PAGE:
Sci. Aging Knowl. Environ., 28 April 2004
Vol. 2004, Issue 17, p. pe17
[DOI: 10.1126/sageke.2004.17.pe17]


Methods for Genetic Dissection of Complex Traits

Trudy F. C. Mackay

The author is in the Department of Genetics, North Carolina State University, Raleigh, NC 27695, USA. E-mail: trudy_mackay{at}

Key Words: quantitative trait loci • genetics • Drosophila • allelic effects • epistasis • polymorphisms

This Perspective is a response to a previously published SAGE KE Perspective. Most traits of medical, agricultural, and evolutionary importance are genetically complex. These complex, or quantitative, traits are controlled by multiple interacting quantitative trait loci (QTLs) with small individual effects, whose expression is contingent on gender, genetic background, and the environment. One of the greatest challenges facing biologists today is to understand the "genetic architecture" of such traits: What are the QTLs affecting the trait and variation in the trait; what is the distribution of QTL allelic effects; what is the extent of epistasis (interaction) between QTLs; what molecular polymorphisms define QTL alleles; and what molecular mechanisms cause differences in trait phenotypes (1)? The reason why this is challenging is that the combination of subtle and conditional QTL effects means that one cannot infer an individual's genotype for the multiple QTLs that affect the trait from observations of the phenotype. Therefore, QTLs must be mapped by linkage to polymorphic molecular markers whose genotype can be scored unambiguously.

Could one design a single perfect experiment to map all segregating QTLs in a given population to the level of genetic locus and estimate all additive and nonadditive (dominance and epistatic) effects? A possibility is to sample 10,000 or more individuals from a long-established, random mating, outbred population; determine their genotypes for all segregating polymorphisms; and identify polymorphisms associated with differences in the trait phenotype. This linkage disequilibrium (LD) mapping design uses historical recombination to map QTLs with high resolution and, in theory, is very powerful (2) if all of the assumptions underlying its application are met. A sample size of 10,000 at the very least is necessary, because QTL effects are not large and the environment would not be controlled, both of which greatly reduce the power to detect subtle effects. Large sample sizes are also necessary if one is to evaluate pairwise and higher-order epistatic interactions. Currently, such an experiment is not technically feasible because of the cost of genotyping all polymorphisms. Further, population admixture will generate spurious associations, and LD may not have decayed to a point that is useful for mapping QTLs to the level of genes in populations derived from a relatively recent bottleneck in population size; that is, a population that is not at equilibrium, because it was established from a small population not too many generations ago (evolutionarily speaking) and is growing (for example, humans).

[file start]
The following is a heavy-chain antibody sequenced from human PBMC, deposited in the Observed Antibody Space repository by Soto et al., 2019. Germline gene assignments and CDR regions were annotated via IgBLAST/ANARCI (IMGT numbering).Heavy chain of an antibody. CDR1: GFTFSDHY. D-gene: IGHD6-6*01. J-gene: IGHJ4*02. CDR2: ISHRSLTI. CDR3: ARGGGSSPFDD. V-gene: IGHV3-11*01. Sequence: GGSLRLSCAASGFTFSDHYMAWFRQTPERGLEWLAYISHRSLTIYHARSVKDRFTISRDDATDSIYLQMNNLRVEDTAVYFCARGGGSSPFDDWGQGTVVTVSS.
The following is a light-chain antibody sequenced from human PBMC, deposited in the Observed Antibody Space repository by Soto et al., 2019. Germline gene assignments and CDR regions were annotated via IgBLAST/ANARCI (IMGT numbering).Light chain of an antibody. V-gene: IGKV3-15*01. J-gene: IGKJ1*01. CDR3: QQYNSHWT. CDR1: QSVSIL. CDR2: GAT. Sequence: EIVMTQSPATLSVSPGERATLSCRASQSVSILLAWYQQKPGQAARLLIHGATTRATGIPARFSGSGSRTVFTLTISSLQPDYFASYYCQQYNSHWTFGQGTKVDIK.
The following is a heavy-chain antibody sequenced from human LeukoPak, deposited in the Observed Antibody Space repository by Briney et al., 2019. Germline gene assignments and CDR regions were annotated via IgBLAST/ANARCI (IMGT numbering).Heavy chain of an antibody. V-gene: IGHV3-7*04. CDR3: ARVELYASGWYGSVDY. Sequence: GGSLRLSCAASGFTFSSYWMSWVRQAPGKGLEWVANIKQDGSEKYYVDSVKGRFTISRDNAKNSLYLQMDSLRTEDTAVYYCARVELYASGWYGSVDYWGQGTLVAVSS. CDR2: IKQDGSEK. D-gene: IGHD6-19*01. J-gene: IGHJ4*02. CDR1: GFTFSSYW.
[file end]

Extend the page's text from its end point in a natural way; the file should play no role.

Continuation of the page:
Given that we cannot perform an ideal single experiment to solve the genetic architecture of any quantitative trait, does this mean we should abandon all efforts a priori? Or should we proceed with the imperfect tools at our disposal, while remaining fully cognizant of the limitations of each? We have embraced the latter philosophy and argued that much progress toward understanding complex traits can be made by using the powerful genetic and genomic resources in model organisms such as Drosophila (3). Specifically, we have proposed that one can identify candidate QTLs that affect any complex trait in Drosophila by performing the following series of experiments: (i) first localize the QTLs to relatively broad genomic regions by recombination mapping, then (ii) narrow the QTL location by quantitative complementation tests to overlapping deficiencies, and finally, (iii) use complementation tests to mutations of positional candidate genes to nominate, for further study, genes that potentially correspond to the QTL. If linkage disequilibrium mapping reveals that molecular polymorphisms in the candidate QTL are associated with genetic variation in the trait in large samples of alleles derived from a natural population, then we can be fairly confident that the uncertainties encountered at each step in the process have not culminated in false positive results, because any errors in interpretation at any stage will be corrected in the subsequent stage.